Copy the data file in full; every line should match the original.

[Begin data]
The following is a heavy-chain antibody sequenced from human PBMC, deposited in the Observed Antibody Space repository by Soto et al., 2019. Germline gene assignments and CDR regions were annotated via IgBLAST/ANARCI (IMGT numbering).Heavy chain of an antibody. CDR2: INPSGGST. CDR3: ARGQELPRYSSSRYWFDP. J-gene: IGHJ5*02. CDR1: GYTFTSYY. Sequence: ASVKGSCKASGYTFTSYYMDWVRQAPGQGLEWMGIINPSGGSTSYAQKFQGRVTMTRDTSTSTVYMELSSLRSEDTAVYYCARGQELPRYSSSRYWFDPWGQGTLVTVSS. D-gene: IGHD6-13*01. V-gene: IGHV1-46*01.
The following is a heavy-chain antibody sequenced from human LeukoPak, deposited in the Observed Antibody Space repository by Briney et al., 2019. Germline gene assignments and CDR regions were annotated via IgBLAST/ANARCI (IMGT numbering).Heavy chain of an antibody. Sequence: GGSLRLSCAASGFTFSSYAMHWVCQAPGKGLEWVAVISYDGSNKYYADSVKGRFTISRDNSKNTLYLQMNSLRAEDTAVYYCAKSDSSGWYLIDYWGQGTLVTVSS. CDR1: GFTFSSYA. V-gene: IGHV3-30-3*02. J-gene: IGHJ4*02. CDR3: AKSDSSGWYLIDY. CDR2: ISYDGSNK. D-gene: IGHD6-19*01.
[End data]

The following is a heavy-chain antibody sequenced from human PBMC, deposited in the Observed Antibody Space repository by Soto et al., 2019. Germline gene assignments and CDR regions were annotated via IgBLAST/ANARCI (IMGT numbering).Heavy chain of an antibody. CDR2: INPSGGST. CDR3: ARGQELPRYSSSRYWFDP. J-gene: IGHJ5*02. CDR1: GYTFTSYY. Sequence: ASVKGSCKASGYTFTSYYMDWVRQAPGQGLEWMGIINPSGGSTSYAQKFQGRVTMTRDTSTSTVYMELSSLRSEDTAVYYCARGQELPRYSSSRYWFDPWGQGTLVTVSS. D-gene: IGHD6-13*01. V-gene: IGHV1-46*01.
The following is a heavy-chain antibody sequenced from human LeukoPak, deposited in the Observed Antibody Space repository by Briney et al., 2019. Germline gene assignments and CDR regions were annotated via IgBLAST/ANARCI (IMGT numbering).Heavy chain of an antibody. Sequence: GGSLRLSCAASGFTFSSYAMHWVCQAPGKGLEWVAVISYDGSNKYYADSVKGRFTISRDNSKNTLYLQMNSLRAEDTAVYYCAKSDSSGWYLIDYWGQGTLVTVSS. CDR1: GFTFSSYA. V-gene: IGHV3-30-3*02. J-gene: IGHJ4*02. CDR3: AKSDSSGWYLIDY. CDR2: ISYDGSNK. D-gene: IGHD6-19*01.